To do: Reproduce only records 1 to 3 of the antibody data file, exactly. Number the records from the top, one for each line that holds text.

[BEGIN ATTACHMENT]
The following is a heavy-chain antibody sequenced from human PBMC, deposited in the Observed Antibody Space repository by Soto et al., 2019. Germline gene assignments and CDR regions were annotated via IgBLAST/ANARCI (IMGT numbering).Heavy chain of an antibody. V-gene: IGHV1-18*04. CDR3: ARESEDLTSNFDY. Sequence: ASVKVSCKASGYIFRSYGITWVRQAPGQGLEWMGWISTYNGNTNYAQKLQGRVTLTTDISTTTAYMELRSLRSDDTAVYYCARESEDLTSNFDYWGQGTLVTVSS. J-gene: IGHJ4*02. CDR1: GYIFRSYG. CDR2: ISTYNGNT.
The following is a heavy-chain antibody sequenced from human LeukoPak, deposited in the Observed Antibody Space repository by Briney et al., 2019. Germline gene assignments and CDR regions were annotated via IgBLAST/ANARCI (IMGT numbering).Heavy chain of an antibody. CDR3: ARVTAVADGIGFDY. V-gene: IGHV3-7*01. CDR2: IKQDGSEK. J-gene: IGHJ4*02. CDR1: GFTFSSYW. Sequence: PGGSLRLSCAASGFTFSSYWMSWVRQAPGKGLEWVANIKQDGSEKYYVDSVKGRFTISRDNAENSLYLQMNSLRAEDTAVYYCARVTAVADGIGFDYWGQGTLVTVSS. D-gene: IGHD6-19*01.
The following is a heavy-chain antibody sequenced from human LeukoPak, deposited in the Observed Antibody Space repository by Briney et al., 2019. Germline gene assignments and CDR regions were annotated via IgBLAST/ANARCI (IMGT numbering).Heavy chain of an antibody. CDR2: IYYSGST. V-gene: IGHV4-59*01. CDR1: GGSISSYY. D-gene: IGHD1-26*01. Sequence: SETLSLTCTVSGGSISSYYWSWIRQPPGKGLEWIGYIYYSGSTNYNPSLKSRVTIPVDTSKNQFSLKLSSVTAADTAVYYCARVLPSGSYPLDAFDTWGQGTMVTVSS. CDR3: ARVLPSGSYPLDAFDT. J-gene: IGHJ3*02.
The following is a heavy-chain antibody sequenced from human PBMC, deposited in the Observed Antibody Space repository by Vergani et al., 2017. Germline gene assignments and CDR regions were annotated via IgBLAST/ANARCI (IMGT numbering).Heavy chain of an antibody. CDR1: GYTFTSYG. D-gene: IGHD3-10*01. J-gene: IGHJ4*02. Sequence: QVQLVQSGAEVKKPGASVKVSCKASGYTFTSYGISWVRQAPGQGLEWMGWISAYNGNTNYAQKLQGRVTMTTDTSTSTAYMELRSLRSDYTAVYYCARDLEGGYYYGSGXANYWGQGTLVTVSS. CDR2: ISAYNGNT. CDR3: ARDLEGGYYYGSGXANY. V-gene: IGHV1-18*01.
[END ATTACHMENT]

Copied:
The following is a heavy-chain antibody sequenced from human PBMC, deposited in the Observed Antibody Space repository by Soto et al., 2019. Germline gene assignments and CDR regions were annotated via IgBLAST/ANARCI (IMGT numbering).Heavy chain of an antibody. V-gene: IGHV1-18*04. CDR3: ARESEDLTSNFDY. Sequence: ASVKVSCKASGYIFRSYGITWVRQAPGQGLEWMGWISTYNGNTNYAQKLQGRVTLTTDISTTTAYMELRSLRSDDTAVYYCARESEDLTSNFDYWGQGTLVTVSS. J-gene: IGHJ4*02. CDR1: GYIFRSYG. CDR2: ISTYNGNT.
The following is a heavy-chain antibody sequenced from human LeukoPak, deposited in the Observed Antibody Space repository by Briney et al., 2019. Germline gene assignments and CDR regions were annotated via IgBLAST/ANARCI (IMGT numbering).Heavy chain of an antibody. CDR3: ARVTAVADGIGFDY. V-gene: IGHV3-7*01. CDR2: IKQDGSEK. J-gene: IGHJ4*02. CDR1: GFTFSSYW. Sequence: PGGSLRLSCAASGFTFSSYWMSWVRQAPGKGLEWVANIKQDGSEKYYVDSVKGRFTISRDNAENSLYLQMNSLRAEDTAVYYCARVTAVADGIGFDYWGQGTLVTVSS. D-gene: IGHD6-19*01.
The following is a heavy-chain antibody sequenced from human LeukoPak, deposited in the Observed Antibody Space repository by Briney et al., 2019. Germline gene assignments and CDR regions were annotated via IgBLAST/ANARCI (IMGT numbering).Heavy chain of an antibody. CDR2: IYYSGST. V-gene: IGHV4-59*01. CDR1: GGSISSYY. D-gene: IGHD1-26*01. Sequence: SETLSLTCTVSGGSISSYYWSWIRQPPGKGLEWIGYIYYSGSTNYNPSLKSRVTIPVDTSKNQFSLKLSSVTAADTAVYYCARVLPSGSYPLDAFDTWGQGTMVTVSS. CDR3: ARVLPSGSYPLDAFDT. J-gene: IGHJ3*02.